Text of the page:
The materials:

Their EcoReversible® Cloud Puffers use Sorona eco-down fill (a 60% natural, renewable corn fibre) fused with recycled polyester. “On average, each of our raincoats is made out of seven plastic bottles and each of our dungarees is made out of six,” explains Duke. The plastic bottles are compressed, sent to a yarn factory, cleaned, chopped into flakes and melted, before being spun into a beautifully soft, hard-wearing material.

The future:

“Selfridges Project Earth is one of the most inspiring initiatives to come from an industry titan of late and the significance of this new ambition cannot be underestimated. To be recognised among brands that put sustainability at the heart of everything they do is incredibly humbling – we are honoured to be part of it. Our brand is underpinned by a love for our planet. When children spend time outdoors – exploring, foraging, discovering – it opens up a new path of learning, capturing their imaginations. By creating sustainable outerwear, we aim to combine business with a passion for nature to fulfil our duty in protecting the environment for generations of children to come,” concludes Duke.

TÖASTIE's eco-friendly outerwear loved by little ones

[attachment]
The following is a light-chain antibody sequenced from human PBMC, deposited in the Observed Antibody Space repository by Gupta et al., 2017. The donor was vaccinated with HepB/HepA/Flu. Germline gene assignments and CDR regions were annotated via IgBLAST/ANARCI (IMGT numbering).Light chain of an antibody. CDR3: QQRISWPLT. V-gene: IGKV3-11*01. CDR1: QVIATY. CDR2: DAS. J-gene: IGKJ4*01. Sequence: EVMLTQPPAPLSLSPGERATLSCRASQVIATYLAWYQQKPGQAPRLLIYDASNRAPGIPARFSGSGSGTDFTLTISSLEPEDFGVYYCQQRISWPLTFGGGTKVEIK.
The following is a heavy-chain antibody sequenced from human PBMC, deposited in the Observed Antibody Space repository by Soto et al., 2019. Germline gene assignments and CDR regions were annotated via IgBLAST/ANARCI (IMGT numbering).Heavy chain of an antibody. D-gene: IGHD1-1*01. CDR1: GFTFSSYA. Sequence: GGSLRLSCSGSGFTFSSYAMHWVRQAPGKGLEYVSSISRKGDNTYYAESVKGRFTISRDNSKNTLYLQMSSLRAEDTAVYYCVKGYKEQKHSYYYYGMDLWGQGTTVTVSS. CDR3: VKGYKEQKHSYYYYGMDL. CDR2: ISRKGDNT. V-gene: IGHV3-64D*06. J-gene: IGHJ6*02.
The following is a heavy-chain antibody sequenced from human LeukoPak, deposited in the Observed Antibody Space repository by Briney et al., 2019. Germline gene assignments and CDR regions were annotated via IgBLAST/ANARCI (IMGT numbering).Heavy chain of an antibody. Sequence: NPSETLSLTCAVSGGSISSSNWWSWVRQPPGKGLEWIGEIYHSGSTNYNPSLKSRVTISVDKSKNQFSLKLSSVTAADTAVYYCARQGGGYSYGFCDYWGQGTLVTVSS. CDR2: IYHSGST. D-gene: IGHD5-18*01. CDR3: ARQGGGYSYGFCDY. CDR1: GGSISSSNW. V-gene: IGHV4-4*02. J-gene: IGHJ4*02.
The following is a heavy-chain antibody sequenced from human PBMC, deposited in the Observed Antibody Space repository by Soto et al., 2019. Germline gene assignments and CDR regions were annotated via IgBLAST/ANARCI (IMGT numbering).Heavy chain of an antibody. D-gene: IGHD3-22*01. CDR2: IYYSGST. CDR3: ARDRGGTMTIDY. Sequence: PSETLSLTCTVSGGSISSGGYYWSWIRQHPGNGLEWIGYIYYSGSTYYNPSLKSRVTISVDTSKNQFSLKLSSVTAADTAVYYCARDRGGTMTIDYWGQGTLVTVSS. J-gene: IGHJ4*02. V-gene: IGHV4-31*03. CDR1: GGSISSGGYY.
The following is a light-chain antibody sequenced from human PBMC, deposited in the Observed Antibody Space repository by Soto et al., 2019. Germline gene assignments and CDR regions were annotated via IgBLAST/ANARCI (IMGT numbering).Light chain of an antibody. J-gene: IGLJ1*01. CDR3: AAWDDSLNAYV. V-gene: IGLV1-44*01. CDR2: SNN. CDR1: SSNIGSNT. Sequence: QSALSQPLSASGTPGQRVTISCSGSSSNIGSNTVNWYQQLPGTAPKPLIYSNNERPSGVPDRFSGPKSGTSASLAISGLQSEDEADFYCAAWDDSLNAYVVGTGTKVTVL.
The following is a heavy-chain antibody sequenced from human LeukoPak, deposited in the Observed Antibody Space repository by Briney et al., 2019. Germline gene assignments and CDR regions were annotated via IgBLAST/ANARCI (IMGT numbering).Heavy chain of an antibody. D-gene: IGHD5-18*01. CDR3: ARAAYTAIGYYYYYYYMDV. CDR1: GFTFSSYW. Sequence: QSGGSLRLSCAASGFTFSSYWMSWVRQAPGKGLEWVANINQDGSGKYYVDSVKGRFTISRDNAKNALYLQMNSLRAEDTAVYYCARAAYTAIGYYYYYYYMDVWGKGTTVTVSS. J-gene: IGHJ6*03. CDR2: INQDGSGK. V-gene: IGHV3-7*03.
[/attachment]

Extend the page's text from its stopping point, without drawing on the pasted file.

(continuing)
Bethany Williams AW20


The founder: Bethany Williams

The brand’s story:

Bethany Williams has managed to combine both environmental sustainability and social responsibility within her eponymous label. For her last three collections, Williams has collaborated with The Magpie Project, donating 20% of each season’s profits to the charity, which provides support and advice to mothers and children in temporary or insecure accommodation. For AW20, Williams joined forces with illustrator Melissa Kitty Jarram and emblazoned graphic interpretations of the Magpie community’s personal stories on wide-legged trousers, hoodies and patchworked coats.

The materials:

Williams’ pieces are constructed solely from recycled and organic materials, including deadstock denim, sustainably sourced viscose and repurposed bedding. A highlight of her AW20 collection was her use of deadstock ribbons, sourced from a manufacturer of toy ponies with rosette neckties.

The future:

“I want the brand to grow in a sustainable way while supporting the diverse social projects we run. We’ll be expanding our research into the repurposing of textiles and how to make it work on a larger scale, while continuing to manufacture with the San Patrignano Community, a rehabilitation centre in Italy, and Making for Change, a fashion training unit in HMP Downview women’s prison,” explains Williams.


Bethany Williams, the brand, is about using fashion as a force for change

- Bethany Williams (Founder, Bethany Williams)

Bethany Williams' designs embrace fashion as a force for change